If you have documents or errata that you don't want peeped at, your best bet is to donate that to a school or foundation with the requirement that your errata is not made public until everyone you knew is dead, or later.

Answers to some of your casual questions about death might be found in this bedtime reading.
posted by Lesser Shrew at 8:56 PM on September 11, 2008

I am pretty sure that under US law it's virtually impossible to libel a dead person, though that may vary somewhat from state to state. (ref)
posted by Class Goat at 8:58 PM on September 11, 2008

(I think the reason is that the dead person can't sue, and no one else has standing.)
posted by Class Goat at 9:00 PM on September 11, 2008

Nthing the point that anything bad that happens to a corpse is usually considered a property or psychological damage to a living relative; it's kind of like an assault, settled in a civil court, outside of any criminal complaints.

your rights/interests in not having your good name besmirched

LobsterMitten ... I need to clarify that you cannot "besmirch the good name" of a dead person. Laws generally regard that it is impossible to libel or slander a dead person, since they're not around to suffer damages.

Well, necrophilia is illegal. Does that count as rights for the deceased?

These kinds of laws aren't generally there to prevent the acts of necrophilia themselves, so much as what is usually associated with them -- murder, for one thing (many famous serial killers were necrophiles), and theft and abuse of property.
posted by Cool Papa Bell at 9:04 PM on September 11, 2008

While necrophilia may be illegal in most states, Wisconsin wasn't always so sure
posted by TheRaven at 4:53 AM on September 12, 2008

Best answer: My (admittedly limited) understanding is that the moment you die, your carcass ceases to be a person in the eyes of the law, and instantly becomes mere property — property belonging, along with everything else you own, to your estate.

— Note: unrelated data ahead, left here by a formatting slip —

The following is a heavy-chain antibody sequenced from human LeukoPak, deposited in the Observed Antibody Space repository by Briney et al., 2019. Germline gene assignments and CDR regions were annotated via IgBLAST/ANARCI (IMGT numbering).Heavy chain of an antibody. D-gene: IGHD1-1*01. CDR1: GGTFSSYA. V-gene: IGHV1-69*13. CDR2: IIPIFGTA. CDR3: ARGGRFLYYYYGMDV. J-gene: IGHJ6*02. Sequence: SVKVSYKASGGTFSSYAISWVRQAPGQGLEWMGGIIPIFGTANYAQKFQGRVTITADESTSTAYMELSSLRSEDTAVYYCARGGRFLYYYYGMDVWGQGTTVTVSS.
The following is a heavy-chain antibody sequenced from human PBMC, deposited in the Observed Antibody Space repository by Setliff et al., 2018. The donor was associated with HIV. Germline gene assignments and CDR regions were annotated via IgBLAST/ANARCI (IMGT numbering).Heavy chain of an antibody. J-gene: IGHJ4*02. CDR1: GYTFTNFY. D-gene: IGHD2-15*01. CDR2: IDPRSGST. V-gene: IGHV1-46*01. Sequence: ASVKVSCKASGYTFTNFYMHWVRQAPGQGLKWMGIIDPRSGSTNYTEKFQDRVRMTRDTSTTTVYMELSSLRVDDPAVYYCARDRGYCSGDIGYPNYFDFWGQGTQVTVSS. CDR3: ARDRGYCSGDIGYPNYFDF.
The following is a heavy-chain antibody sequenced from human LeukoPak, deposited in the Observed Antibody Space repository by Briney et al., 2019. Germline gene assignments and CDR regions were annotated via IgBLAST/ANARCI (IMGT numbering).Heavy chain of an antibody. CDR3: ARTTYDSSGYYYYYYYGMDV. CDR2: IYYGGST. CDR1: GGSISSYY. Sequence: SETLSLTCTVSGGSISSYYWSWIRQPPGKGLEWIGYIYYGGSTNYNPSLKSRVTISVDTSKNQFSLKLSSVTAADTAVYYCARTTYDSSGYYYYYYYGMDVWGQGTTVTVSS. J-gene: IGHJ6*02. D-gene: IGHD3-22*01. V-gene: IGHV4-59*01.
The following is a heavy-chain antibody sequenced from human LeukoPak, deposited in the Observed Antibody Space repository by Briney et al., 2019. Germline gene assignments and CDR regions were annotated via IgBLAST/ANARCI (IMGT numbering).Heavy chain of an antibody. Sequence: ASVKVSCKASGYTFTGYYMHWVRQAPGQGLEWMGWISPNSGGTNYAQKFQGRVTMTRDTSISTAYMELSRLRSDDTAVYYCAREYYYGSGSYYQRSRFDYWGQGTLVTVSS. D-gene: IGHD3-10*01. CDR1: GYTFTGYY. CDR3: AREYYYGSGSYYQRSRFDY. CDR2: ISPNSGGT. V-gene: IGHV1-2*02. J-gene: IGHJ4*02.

It's only when a person dies with no identifiable next of kin that their body ends up being disposed of by the state. Fundamentally, this seems not dissimilar to the way a person who dies intestate without anyone to inherit their property escheats to the state. (Although for practical reasons I think the state can dispose of a body faster than personal or real property escheats.)

This Wikipedia article suggests that you end up buried by corrections inmates on Hart Island if your body isn't claimed within two weeks after turning up dead in NYC.
posted by Kadin2048 at 6:28 AM on September 12, 2008

Are you discreetly asking about the legal rights of zombies?
posted by Pronoiac at 9:49 AM on September 12, 2008

In California, ones right (with some substantial exceptions) to the use of ones "name, voice, signature, photograph or likeness on or in products, merchandise or goods" passes to ones heirs upon ones death. A minority of states have similar laws.
posted by jedicus at 10:06 AM on September 12, 2008

Response by poster:
Are you discreetly asking about the legal rights of zombies?

No, I am thinking about human rights law, property rights, and the deceased.
posted by parmanparman at 11:00 AM on September 12, 2008

parmanparman, in case you're interested, the US Constitution with all 27 amendments is only about a dozen pages and doesn't take long to read. It's also really interesting.
posted by DarlingBri at 5:24 PM on September 12, 2008